[Fairy tales] make rivers run with wine only to make us remember, for one wild moment, that they run with water. – GK Chesterton
Q: When writing action scenes, do you focus on details or summarize?
Weak words are words that are lazy, or vague–the low-hanging fruit in your vocabulary. Don’t simply choose a word; choose the right word.
The biggest competition isn’t between you and another writer. It’s between you and the writer you were yesterday.
One of the biggest decisions you have to make before you begin writing a story is through whose eyes are you going to tell the story. For those writers who invent their characters first, and then build their stories around those characters, choosing the POV is an easier task. But what if the story–or at least the premise—came first? How do you know who would be the most effective POV character? What if you’re using multiple POVs, and have more than one to choose from for a specific scene?
When my husband started writing for publication, I had the unique opportunity to get an up-close-and-personal look at the writing process of another person. One of the things he struggled with was the specific handling of grammar when writing dialogue. I’ve seen several other of my writer friends struggle with this, so I thought I’d break down the basics here.
My name is Rebekah, and I’m a grammar nazi. There, I admitted it. I love language. I love when it’s used properly, and with elegance. Grammar is primarily intended to add clarity to words, and clarity is always a good thing. But… though it pains me to say it… sometimes good grammar isn’t necessary, or even the best choice.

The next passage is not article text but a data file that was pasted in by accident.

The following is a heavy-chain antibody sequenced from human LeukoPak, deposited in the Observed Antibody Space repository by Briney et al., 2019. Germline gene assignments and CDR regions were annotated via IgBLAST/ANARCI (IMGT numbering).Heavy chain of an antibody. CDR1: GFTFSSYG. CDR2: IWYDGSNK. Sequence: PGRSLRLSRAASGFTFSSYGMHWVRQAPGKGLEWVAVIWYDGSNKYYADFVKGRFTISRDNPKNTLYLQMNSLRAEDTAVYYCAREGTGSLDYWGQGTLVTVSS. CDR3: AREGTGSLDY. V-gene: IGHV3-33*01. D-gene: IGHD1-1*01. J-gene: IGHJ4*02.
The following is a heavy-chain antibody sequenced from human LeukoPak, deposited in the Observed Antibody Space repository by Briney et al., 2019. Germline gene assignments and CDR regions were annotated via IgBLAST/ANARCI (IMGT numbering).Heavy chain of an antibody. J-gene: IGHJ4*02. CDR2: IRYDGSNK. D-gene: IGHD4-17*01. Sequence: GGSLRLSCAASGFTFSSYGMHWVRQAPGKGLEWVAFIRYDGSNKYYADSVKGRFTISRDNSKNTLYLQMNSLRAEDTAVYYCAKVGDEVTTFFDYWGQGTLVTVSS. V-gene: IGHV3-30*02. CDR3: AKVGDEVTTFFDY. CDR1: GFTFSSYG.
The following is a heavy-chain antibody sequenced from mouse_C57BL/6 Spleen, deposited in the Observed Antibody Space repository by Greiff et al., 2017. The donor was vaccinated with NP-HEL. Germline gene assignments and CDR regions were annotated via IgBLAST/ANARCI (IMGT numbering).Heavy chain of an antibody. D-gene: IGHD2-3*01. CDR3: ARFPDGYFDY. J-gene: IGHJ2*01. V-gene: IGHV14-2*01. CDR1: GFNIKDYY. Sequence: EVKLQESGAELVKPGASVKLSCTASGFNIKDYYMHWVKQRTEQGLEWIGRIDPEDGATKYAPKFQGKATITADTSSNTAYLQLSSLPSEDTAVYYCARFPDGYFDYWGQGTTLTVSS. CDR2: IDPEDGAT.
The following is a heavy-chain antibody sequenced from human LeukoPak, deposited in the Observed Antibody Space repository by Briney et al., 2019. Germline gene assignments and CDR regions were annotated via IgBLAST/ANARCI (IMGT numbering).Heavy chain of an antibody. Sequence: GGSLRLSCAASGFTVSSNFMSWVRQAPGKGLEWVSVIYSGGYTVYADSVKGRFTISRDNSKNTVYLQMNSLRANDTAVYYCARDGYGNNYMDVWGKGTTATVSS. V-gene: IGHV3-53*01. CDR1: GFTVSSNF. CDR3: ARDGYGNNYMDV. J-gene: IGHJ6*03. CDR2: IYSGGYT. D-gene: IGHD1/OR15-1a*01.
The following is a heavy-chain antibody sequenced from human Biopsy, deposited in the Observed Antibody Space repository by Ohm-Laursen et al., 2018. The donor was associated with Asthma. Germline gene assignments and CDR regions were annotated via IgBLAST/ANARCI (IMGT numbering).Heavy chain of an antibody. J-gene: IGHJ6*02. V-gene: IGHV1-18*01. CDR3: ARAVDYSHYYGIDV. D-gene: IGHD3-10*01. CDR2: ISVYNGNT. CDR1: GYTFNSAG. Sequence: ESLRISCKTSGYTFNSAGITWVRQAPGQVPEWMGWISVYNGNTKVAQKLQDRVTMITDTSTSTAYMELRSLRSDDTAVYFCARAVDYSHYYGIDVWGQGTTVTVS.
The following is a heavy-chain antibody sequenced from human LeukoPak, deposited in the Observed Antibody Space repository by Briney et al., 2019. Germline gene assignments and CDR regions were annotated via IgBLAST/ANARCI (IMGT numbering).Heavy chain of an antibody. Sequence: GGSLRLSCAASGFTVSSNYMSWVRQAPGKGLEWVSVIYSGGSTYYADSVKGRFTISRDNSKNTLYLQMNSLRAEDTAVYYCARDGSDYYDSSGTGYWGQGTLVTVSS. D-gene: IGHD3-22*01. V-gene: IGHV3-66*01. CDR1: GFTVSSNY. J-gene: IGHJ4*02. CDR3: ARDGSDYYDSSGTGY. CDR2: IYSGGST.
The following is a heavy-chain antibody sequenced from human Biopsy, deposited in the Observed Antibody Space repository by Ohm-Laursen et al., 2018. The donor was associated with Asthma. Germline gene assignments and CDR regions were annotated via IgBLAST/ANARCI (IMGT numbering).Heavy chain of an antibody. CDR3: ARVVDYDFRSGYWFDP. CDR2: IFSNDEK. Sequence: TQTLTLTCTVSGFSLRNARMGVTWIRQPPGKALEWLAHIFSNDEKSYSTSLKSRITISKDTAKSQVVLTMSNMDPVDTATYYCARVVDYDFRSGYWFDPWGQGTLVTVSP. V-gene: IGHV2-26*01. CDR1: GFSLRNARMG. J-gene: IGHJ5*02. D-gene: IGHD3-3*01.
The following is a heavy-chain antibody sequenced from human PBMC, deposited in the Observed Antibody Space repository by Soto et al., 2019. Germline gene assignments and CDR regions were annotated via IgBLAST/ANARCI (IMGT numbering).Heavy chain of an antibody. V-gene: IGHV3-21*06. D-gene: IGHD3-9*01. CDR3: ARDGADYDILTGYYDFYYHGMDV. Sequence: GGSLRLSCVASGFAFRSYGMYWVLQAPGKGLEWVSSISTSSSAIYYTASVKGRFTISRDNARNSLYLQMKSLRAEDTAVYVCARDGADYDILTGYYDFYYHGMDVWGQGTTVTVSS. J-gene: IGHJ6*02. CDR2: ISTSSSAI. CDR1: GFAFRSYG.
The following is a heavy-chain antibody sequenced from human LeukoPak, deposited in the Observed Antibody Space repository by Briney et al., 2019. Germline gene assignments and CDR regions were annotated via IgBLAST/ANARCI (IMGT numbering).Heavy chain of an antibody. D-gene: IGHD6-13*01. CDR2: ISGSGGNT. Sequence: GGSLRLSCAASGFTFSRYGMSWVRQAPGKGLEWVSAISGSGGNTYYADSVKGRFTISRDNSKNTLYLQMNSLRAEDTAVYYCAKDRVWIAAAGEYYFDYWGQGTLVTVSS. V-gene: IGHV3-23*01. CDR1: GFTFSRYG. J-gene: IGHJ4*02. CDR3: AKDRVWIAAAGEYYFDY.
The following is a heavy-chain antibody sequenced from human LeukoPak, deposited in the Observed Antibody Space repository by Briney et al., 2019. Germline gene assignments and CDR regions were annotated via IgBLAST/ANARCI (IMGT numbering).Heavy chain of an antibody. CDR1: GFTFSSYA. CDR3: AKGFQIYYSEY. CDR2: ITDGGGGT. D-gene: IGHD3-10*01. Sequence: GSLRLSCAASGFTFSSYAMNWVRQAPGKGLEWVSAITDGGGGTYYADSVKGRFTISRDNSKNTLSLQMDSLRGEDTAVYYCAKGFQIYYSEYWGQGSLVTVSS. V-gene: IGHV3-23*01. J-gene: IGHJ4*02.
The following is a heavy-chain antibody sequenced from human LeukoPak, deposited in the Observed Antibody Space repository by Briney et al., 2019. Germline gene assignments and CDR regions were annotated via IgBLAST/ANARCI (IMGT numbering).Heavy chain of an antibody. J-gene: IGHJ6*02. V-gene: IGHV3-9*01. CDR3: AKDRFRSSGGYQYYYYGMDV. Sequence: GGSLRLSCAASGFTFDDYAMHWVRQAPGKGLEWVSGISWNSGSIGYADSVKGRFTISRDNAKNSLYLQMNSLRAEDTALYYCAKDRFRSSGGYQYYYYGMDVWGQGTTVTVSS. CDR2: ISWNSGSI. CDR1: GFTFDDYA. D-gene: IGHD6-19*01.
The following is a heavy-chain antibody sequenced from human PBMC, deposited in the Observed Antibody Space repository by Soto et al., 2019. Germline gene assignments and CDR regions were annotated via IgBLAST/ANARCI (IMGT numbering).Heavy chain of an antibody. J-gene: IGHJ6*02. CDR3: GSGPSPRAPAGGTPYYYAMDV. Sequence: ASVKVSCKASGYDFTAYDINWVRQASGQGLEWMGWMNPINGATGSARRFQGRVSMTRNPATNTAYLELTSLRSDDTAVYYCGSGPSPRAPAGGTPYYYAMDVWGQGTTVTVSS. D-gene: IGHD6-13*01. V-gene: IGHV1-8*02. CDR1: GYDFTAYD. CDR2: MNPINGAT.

It’s been a while since I posted here, as I’ve spent the last few years having a kid and experiencing some major disruptions in my life, including career changes for both myself and my husband. Surprising everyone among our friends and family–most of all himself, I believe–Jeff has launched a successful career as a writer. He has published four novels …
Today while driving I listened to the most recent episode of Writing Excuses, one of my favorite writing podcasts. The episode was titled Three Pronged Character Development, and you NEED to listen to it.
CJ Jessop, one of my writer besties, tagged me in a recent post on her blog, and seeing as I’ve been neglecting my blog in the most dreadful way, I thought I’d give it a go. CJ is inspiring not one but TWO blog posts, as she’s just published a collection of her short fiction, which I’m quite excited about. …